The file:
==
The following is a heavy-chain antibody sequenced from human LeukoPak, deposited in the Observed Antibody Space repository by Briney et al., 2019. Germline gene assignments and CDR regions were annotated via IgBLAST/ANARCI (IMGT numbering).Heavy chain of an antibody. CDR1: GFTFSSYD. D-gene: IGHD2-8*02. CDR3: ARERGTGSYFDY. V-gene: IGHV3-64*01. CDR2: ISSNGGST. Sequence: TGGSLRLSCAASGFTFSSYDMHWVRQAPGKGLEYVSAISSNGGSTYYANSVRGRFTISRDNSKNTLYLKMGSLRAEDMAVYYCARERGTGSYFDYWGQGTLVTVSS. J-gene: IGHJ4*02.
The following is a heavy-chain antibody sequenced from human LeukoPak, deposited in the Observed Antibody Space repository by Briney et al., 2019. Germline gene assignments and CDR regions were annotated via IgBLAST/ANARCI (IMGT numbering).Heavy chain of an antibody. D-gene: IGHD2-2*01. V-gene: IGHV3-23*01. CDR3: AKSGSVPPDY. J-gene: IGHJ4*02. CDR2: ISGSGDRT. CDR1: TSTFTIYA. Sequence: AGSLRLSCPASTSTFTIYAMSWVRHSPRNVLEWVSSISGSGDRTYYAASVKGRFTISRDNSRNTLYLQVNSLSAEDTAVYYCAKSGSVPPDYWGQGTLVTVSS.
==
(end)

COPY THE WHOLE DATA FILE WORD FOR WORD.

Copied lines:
The following is a heavy-chain antibody sequenced from human LeukoPak, deposited in the Observed Antibody Space repository by Briney et al., 2019. Germline gene assignments and CDR regions were annotated via IgBLAST/ANARCI (IMGT numbering).Heavy chain of an antibody. CDR1: GFTFSSYD. D-gene: IGHD2-8*02. CDR3: ARERGTGSYFDY. V-gene: IGHV3-64*01. CDR2: ISSNGGST. Sequence: TGGSLRLSCAASGFTFSSYDMHWVRQAPGKGLEYVSAISSNGGSTYYANSVRGRFTISRDNSKNTLYLKMGSLRAEDMAVYYCARERGTGSYFDYWGQGTLVTVSS. J-gene: IGHJ4*02.
The following is a heavy-chain antibody sequenced from human LeukoPak, deposited in the Observed Antibody Space repository by Briney et al., 2019. Germline gene assignments and CDR regions were annotated via IgBLAST/ANARCI (IMGT numbering).Heavy chain of an antibody. D-gene: IGHD2-2*01. V-gene: IGHV3-23*01. CDR3: AKSGSVPPDY. J-gene: IGHJ4*02. CDR2: ISGSGDRT. CDR1: TSTFTIYA. Sequence: AGSLRLSCPASTSTFTIYAMSWVRHSPRNVLEWVSSISGSGDRTYYAASVKGRFTISRDNSRNTLYLQVNSLSAEDTAVYYCAKSGSVPPDYWGQGTLVTVSS.